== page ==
Today, September 11th, a day that started out with a beautiful blue sky, we are headed back to the mountains. It has been an incredible Journey. We have traveled over flat land, rolling hills, and mountains. And every mountain is different. I’m sure I have a picture of them all!
We went through the Canadian badlands, which aren’t that much different from the South Dakota badlands, although I think there is more color in the SD badlands! We crossed or drove beside creeks, streams, rivers, tailing ponds, lakes, and muskeg (wetlands). We journeyed in the boreal forest, where some stretches seemed miles in width, and other areas had been cleared for farming, or roads or mining. We saw horse ranches, cattle farms, grain farms, burnt forest, clear-cut forest, mine fields.
Our main journey was to follow the Athabasca River. So we started where it starts, as a tongue of the Columbian ice fields (glacier). Then we caught it as a little stream coming out of the mountains. Clear, cold, with a greenish tint to it. We saw where it had cut through rock to form falls. We followed it and watched the rapids form and how the river grew in size. As we traveled north, we were not able to stay beside it. When we were able to get close to it again, it was frothy and dirty.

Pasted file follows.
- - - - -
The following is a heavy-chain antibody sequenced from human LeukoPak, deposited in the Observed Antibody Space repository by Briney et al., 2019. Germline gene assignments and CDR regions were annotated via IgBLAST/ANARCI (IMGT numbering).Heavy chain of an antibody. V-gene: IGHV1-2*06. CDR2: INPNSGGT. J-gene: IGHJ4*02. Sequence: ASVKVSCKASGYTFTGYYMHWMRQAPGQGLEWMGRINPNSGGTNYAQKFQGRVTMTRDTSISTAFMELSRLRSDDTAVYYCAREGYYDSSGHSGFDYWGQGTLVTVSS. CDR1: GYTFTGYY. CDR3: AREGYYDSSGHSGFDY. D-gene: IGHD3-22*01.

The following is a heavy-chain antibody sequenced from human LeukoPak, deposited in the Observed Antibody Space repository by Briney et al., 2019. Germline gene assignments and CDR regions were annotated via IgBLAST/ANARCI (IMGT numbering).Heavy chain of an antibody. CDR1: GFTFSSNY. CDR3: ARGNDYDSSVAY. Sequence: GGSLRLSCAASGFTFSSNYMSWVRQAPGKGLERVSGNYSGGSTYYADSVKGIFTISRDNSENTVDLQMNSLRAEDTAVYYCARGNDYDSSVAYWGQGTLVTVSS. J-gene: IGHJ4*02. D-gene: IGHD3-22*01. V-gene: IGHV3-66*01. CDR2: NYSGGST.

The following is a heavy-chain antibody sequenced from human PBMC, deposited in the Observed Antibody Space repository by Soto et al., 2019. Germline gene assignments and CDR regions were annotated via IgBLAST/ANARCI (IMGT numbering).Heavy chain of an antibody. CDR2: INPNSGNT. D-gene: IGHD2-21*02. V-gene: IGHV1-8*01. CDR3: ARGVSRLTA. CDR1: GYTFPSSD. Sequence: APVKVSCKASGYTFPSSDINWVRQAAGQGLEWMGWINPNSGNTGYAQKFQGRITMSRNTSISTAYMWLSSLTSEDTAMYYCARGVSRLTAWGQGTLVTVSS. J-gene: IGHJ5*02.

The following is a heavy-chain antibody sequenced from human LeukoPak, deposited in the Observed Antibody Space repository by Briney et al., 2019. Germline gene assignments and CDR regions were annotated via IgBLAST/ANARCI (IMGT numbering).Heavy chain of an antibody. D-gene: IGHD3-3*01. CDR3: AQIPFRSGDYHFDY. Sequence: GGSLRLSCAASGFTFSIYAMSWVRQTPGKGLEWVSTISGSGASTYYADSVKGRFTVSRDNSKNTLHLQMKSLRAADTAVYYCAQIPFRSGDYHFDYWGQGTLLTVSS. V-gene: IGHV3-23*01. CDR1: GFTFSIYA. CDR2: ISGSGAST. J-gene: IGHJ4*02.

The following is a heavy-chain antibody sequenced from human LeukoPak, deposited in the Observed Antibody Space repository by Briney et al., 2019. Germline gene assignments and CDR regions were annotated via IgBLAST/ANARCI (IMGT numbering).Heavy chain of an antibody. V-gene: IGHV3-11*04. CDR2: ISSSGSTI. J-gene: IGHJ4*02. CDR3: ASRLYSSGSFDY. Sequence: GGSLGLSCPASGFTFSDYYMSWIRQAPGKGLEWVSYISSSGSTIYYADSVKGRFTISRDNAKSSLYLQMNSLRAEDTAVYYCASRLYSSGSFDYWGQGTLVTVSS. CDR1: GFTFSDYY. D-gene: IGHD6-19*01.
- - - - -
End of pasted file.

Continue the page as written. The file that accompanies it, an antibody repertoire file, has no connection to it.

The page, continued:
When we reached Ft. MacKay, we visited a Cree woman. She has grown up beside the river, and in her younger days they would carry water to their home for drinking, cooking, cleaning, and washing. They would fish in the river. Now, they have been told not to drink the water or fish. The water is too toxic.
Earlier in our journey we came upon a Cree saying. I am paraphrasing:
Only when all the trees in the forest are gone,
When all the fish have died,
When all the waters have been poisoned,
Only then will you know, you cannot eat money.
It stays with me as I see what has happened to a small First Nation reserve.